by Michelle St. John and Adam Auster
Today NEIWPCC and its program partners perform or fund extensive environmental monitoring and restoration. The Commission’s staff coordinates training for thousands of wastewater operators in the Northeast. States have well-staffed environmental and health departments, and the U.S. EPA regulates work to meet state obligations under the Clean Water Act.
None of that was true in the period immediately after World War II, when Congress authorized, and states ratified, the compact for the New England Interstate Water Pollution Control Commission. The Commission’s early work classifying water bodies and setting standards for those classifications provided the basis for everything that followed.
The mood of the country was confident in 1947, when the three members of the new Commission met for the first time. At that meeting, the Commission appointed four scientists and engineers to what would become known as the Technical Advisory Board, or TAB.
Interstate waters need coordinated efforts to ensure that what is discharged upstream in one jurisdiction is safe for those downstream. In the Northeast, many significant watersheds cross state lines.
While the Commissioners, appointed by their respective Governors, provided political oversight, it was the TAB that dug into the details. Should the Androscoggin be suitable for fishing? What are the actual tests a water body would have to meet to be considered fishable, or swimmable, or a fit source of drinking water?
In doing this work, these bodies provided the technical basis for everything that followed—although real progress would wait for the direct involvement of the federal government, starting in the 1970s.
In the 1930s, the National Resources Planning Board (1933–1946), a New Deal agency, had begun work on some of the technical questions. This early effort was the foundation for the first set of standards and classifications approved by the Commission in April 1948, just six months after its first meeting.
A review of archival correspondence indicates this was not an easy feat, as the Technical Advisory Board discussed minute details at several meetings and conducted and reviewed considerable correspondence with TAB members representing the member states of Connecticut, Massachusetts, and Rhode Island and those states yet to ratify the compact—Maine, New Hampshire, New York, and Vermont.
What did the early water-use classifications and quality standards look like? The first iteration fit on a single page. Today, standards across the region fill close to two dozen pages and comprise EPA guidance and standards by individual state.
The water use classifications ranged from “A” (suitable for public water supply, “character uniformly excellent”) to “D” (suitable for transportation of sewage and industrial wastes without nuisance, and for power, navigation and other industrial uses). Early standard measures included acceptable levels of dissolved oxygen, oil and grease, odor, scum, floating solids, sludge deposits, coliform bacteria and more.
Early parameters were broad. Over the seven iterations between 1947 and 1973, parameters become much more restrictive, refining criteria as technology and technique evolved and developed.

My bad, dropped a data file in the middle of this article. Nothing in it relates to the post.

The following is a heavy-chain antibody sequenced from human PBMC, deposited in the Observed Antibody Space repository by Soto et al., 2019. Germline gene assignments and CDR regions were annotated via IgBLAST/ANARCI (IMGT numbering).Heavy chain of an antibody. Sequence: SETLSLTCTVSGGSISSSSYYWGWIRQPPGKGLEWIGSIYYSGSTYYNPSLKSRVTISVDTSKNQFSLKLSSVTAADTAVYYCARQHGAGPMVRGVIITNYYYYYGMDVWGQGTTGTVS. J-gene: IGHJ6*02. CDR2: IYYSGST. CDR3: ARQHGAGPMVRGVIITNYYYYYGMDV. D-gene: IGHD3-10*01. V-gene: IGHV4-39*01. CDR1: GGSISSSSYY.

To accommodate those states not yet formal members of the compact, the first set of standards for bacteria was intentionally lax. Later, as states joined NEIWPCC and engaged in the standards-setting process, they agreed to a bacteria standard that was more exacting.
Notable changes were the addition of phenol (1948) and radiation (1959); the addition of a Technical Appendix and Guidelines (1966), separate classifications and standards for marine waters (1967), and policy and guidelines (1967).
After the Water Quality Act of 1965 changed how standards are set, approved, and enforced, states started to write their own. States also began the process of reorganizing disparate boards and commissions into unified environmental agencies.
When the states built their technical capacity in water-pollution issues, and when the federal government joined the states in a significant way, NEIWPCC and its Technical Advisory Board had already laid the foundation for action.
When Congress made funds available to clean up lakes, rivers, and seashores by building new wastewater treatment plants, the construction furthered the standards and classifications established, originally, by the Commission. When NEIWPCC launched its program to professionalize the wastewater field, and to train a professional workforce, it did so in service to those same standards and goals.
Today, the Commission’s workgroups and staff have taken up the TAB’s role as a source of technical guidance for water issues. Where once NEIWPCC wrote water-quality standards, today it convenes a Water Quality Standards workgroup to share expertise and explore current issues in standards.
The workgroup comprises key state and federal employees. At its most recent meeting, the group learned about a new tool for determining copper criteria for estuarine waters, and discussed the work in each state to prepare the water-quality reports that the Clean Water Act requires every two years.
The workgroup is an example of what NEIWPCC does best: bringing the states together to discuss current issues and trends in water quality, and to learn about new assessment tools. The goal is to help states improve bodies of water that do not meet current water quality standards.
This work would be at once new and familiar to the members of the original Technical Advisory Board.
Michelle St. John is an Information Officer at NEIWPCC. Adam Auster is NEIWPCC’s Director of Communications.
This story is available as a reprint, one of a series from NEIWPCC. It was originally published in the September, 2017, issue of Interstate Waters.